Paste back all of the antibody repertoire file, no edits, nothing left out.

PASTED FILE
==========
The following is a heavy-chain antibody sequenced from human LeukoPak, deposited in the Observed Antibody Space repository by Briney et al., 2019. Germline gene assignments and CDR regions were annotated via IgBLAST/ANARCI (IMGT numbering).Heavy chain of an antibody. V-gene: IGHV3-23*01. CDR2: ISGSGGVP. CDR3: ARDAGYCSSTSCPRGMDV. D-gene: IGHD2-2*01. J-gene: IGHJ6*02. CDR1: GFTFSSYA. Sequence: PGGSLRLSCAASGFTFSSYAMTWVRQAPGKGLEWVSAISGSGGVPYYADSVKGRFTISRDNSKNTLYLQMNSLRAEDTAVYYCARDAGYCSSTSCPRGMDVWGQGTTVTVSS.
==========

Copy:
The following is a heavy-chain antibody sequenced from human LeukoPak, deposited in the Observed Antibody Space repository by Briney et al., 2019. Germline gene assignments and CDR regions were annotated via IgBLAST/ANARCI (IMGT numbering).Heavy chain of an antibody. V-gene: IGHV3-23*01. CDR2: ISGSGGVP. CDR3: ARDAGYCSSTSCPRGMDV. D-gene: IGHD2-2*01. J-gene: IGHJ6*02. CDR1: GFTFSSYA. Sequence: PGGSLRLSCAASGFTFSSYAMTWVRQAPGKGLEWVSAISGSGGVPYYADSVKGRFTISRDNSKNTLYLQMNSLRAEDTAVYYCARDAGYCSSTSCPRGMDVWGQGTTVTVSS.